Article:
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📝 Notes on using and understanding Flow
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README.md

README.md

Flow Notes

📝 Notes on using and understanding Flow, starting from version 0.85.

🚧 This repo is a work in progress.

Table of contents

Part I – Learning Flow

Part II – Study notes

(you should ignore this part and create your own)


Learning Flow

授人以鱼不如授人以渔

This section is a work in progress

Learn Flow usages

Flow's tests as examples

This section is a work in progress

Flow Typed tests as examples

This section is a work in progress

Understanding Flow

Videos

Books

  • Programming TypeScript A practical handbook on TypeScript that also explains the whys and hows behind static type checking well, see also swyx's recommendation tweet

Advanced

Books

Even more


Study notes

you should ignore this part and create your own

Basics

https://flow.org/en/docs/lang/

Objects

https://flow.org/en/docs/types/objects/

Familiar yourself with objects by reading the docs. It covers such questions as

Examples (Flow Try)

type Name =
  | "Simba"
  | "Mufasa"
  | "Nala"
  | "Sarabi"
  | "Sarafina"
  | "Scar"
  | "Kiara"
  | "Kovu"
  | "Vitani";

const GENDER = {
  MALE: "male",
  FEMALE: "female"
};

const purrs = {
  brief: "prr",
  normal: "prrr",
  long: "prrrrr",
  insane: "prrrrrrrrrrrrrrrrrrrrrrrrrrrrrrrrrrrrrrrrrrrrrrrrr"
};

type Kitten = {| // recommend using sealed and exact objects

  /** basic fields */
  
  name1: string,
  name2: // disjoint union for more refined typing
    | "Simba"
    | "Mufasa"
    | "Nala"
    | "Sarabi"
    | "Sarafina"
    | "Scar"
    | "Kiara"
    | "Kovu"
    | "Vitani",
  name3: Name, // type alias for easier reuse and readability
  
  age: number,
  
  gender: $Values<typeof GENDER>, // 'male' | 'female'
  
  purrs: $Keys<typeof purrs>, // 'brief' | 'normal' | 'long' | 'insane'

  /** function fields */
  
  purr1: Function, // not recommended because Function is now aliased to `any`
  purr2: () => {}, // likely a typo, did you mean () => void?

  purr3: () => void, // (very common) a function that doesn't take nor return anything
  purr4: string => void, // (very common)
  purr5: (name: string) => boolean, // (very common) use named parameter for better readability

  /** object fields */
  mane1: Object, // not recommended
  mane2: {}, // not recommended: not even sealed, nearly the same as any
  mane3?: { // optional field, meaning this field may or may not exist
    [key: string]: any // can be a last resort if you really don't know what's going on
  },
  
  mane4: ?{ // nullable, meaning this field can be null or undefined
    color: string, // (very common) with defined properties
    type: "mane" | "beard" | "mustache"
  },
  
  manes?: ?({ // fields can be both optional and nullable
    color: string,
    type: "mane" | "beard" | "mustache"
  }[]) // array of objects
|};

const kitten: Kitten = {
  name1: 'kitten',
  name2: 'Simba',
  name3: 'Nala',
  age: 7,
  gender: 'male', // note that this type is widened
  purrs: 'brief', // must be one of the literals
  purr1: () => { console.log('prr') },
  purr2: () => ({}),
  purr3: () => { console.log('prr') },
  purr4: name => { console.log(name + ', prrrrr') },
  purr5: name => !!name,
  mane1: {},
  mane2: {},
  mane3: { color: 'darkbrown' },
  mane4: { color: 'darkbrown', type: 'beard' },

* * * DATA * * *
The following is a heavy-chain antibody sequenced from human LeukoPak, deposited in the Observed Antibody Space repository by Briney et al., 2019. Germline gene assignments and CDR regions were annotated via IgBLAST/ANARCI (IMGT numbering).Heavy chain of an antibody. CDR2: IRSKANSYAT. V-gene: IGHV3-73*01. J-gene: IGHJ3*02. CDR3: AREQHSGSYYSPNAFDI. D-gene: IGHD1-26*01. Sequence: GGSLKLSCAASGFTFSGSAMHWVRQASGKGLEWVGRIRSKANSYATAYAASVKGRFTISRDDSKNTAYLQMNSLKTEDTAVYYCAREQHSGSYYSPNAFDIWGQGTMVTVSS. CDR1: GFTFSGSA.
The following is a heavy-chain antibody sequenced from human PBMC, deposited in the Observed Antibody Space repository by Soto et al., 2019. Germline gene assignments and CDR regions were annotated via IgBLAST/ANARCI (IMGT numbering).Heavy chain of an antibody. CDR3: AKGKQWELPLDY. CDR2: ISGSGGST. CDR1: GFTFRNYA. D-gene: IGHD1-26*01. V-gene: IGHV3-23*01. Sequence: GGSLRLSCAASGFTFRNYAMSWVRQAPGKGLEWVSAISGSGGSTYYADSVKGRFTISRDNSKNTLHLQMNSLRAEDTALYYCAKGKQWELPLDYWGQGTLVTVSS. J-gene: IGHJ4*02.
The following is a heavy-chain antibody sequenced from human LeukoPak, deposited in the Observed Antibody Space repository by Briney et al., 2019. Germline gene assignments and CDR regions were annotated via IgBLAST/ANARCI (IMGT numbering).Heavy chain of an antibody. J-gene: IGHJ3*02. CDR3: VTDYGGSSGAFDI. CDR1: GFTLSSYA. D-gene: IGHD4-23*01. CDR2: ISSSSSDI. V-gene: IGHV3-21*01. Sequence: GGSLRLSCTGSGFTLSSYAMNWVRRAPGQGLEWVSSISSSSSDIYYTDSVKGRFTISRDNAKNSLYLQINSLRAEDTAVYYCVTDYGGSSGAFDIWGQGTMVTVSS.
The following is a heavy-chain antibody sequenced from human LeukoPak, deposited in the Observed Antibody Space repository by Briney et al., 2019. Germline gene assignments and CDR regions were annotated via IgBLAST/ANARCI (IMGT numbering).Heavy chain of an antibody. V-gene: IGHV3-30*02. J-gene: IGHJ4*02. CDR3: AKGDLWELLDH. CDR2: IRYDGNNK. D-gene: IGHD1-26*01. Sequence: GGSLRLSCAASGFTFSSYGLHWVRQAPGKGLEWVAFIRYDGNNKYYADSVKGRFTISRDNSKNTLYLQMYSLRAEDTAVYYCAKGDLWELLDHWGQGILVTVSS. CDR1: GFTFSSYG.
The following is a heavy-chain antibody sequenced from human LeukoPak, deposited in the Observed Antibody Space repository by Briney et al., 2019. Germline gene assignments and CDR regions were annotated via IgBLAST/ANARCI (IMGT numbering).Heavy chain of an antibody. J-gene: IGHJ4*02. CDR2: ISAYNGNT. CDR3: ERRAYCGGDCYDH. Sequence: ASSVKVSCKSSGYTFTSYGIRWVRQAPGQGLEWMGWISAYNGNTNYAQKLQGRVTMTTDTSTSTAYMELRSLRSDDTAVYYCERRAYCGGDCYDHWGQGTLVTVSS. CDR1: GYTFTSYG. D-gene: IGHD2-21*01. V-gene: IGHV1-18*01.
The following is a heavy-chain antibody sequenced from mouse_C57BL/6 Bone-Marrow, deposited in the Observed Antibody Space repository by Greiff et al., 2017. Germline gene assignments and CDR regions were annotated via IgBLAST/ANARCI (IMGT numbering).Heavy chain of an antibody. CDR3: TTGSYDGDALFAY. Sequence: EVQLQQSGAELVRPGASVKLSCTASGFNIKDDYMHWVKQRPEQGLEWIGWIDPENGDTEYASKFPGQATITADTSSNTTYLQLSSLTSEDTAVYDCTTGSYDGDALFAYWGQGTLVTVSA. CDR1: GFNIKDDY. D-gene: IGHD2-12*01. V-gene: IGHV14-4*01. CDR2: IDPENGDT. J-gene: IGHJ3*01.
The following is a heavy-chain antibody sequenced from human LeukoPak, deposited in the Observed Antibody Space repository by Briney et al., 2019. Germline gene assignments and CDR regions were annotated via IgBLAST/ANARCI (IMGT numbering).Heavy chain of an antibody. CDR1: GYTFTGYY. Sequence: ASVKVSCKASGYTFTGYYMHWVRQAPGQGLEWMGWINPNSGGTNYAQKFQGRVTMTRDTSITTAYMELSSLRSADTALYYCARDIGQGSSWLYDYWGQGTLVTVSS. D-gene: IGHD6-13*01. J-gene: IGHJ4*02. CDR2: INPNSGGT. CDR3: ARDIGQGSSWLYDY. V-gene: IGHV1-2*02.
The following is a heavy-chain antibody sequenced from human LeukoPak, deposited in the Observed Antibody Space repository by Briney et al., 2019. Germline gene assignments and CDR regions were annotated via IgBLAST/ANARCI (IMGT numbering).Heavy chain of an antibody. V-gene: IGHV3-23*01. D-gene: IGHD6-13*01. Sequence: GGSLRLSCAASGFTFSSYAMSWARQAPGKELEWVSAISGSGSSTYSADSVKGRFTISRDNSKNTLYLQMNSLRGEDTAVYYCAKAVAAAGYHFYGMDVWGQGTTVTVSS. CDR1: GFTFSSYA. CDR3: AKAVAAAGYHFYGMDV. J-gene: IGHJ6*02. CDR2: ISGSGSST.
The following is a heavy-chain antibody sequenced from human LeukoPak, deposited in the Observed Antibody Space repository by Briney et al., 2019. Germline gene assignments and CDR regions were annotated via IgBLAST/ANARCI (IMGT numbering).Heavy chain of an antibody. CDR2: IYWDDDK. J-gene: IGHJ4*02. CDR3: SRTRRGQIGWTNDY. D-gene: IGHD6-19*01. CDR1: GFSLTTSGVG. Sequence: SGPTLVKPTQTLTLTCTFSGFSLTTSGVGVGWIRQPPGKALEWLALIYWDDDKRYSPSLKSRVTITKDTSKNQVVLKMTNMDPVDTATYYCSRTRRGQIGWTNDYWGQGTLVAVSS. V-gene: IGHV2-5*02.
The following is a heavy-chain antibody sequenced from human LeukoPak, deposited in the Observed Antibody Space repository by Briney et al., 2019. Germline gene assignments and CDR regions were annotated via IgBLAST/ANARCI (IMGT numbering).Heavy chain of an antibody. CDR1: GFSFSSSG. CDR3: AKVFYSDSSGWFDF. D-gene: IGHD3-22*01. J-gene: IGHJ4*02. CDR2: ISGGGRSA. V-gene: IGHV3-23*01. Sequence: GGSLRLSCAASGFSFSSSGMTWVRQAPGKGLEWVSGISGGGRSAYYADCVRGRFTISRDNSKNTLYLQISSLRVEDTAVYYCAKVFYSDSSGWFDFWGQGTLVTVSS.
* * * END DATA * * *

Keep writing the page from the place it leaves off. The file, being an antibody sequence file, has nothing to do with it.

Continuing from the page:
manes: [{ color: 'darkbrown', type: 'mustache' }]
};

We will proceed to discuss a few behaviors of objects.

Exactness vs sealed when passing objects to functions

Exact means the object passed in here must not contain extra fields (link to doc).

Sealed, on the other hand, means the object may contain other fields but you may not access them unless you annotate them. When we write an object type with some fields, it is by default sealed. Trying to access unannotated field of a sealed object will result in error, regardless of it being exact or not:

type Sealed = { foo: string }

const sealed = {
  foo: 'foo',
}
sealed.bar = 'bar' // error
const { foo, bar } = sealed // error

For functions that expect sealed objects, you can still pass in objects with extra props:

function usingSealed(x: Sealed) {
  // does things
}
usingSealed({ foo: 'foo', bar: 'bar' }) // ok

Not so when the functions are expecting exact objects:

type Exact = {| foo: string |}

function usingExact(x: Exact) {
  // does things
}
usingExact({ foo: 'foo', bar: 'bar' }) // error

We may access the fields of function parameters by destructuring the object:

// destructuring on function parameter
function goodUsingSealed({ foo }: Sealed) { // ok
  // does things
}

But since destructuring means accessing the object, we are unable to access extra props to sealed objects (relies on a fix from v0.100):

// fixed in 0.100
function badUsingSealed({ foo, bar }: Sealed) { // error after 0.100
  // does things
}

Disjoint union

This section is currently under work in progress.

Intersection

This section is currently under work in progress.

Spreading inexact objects

Because non-exact objects can have any properties other than defined, spreading objects yields the following behavior which may be counter-intuitive (but is reasonable with a bit of thoughts)

  • properties from spread becomes optional → because currently only "own" properties are copied
  • properties before spread becomes mixed → because the incoming inexact objects may contain more properties that may overwrite existing properties
type A = {
  a: number
}

type B = {
  b: number,
  ...A
}

// The same as

type B = {
  a?: number, // every property from spread becomes optional
  b: mixed // every property before non-exact spread becomes mixed
};
To avoid surprises, always spread exact objects.

To avoid surprises, always spread exact objects:

type Appearance = {| // <- exact type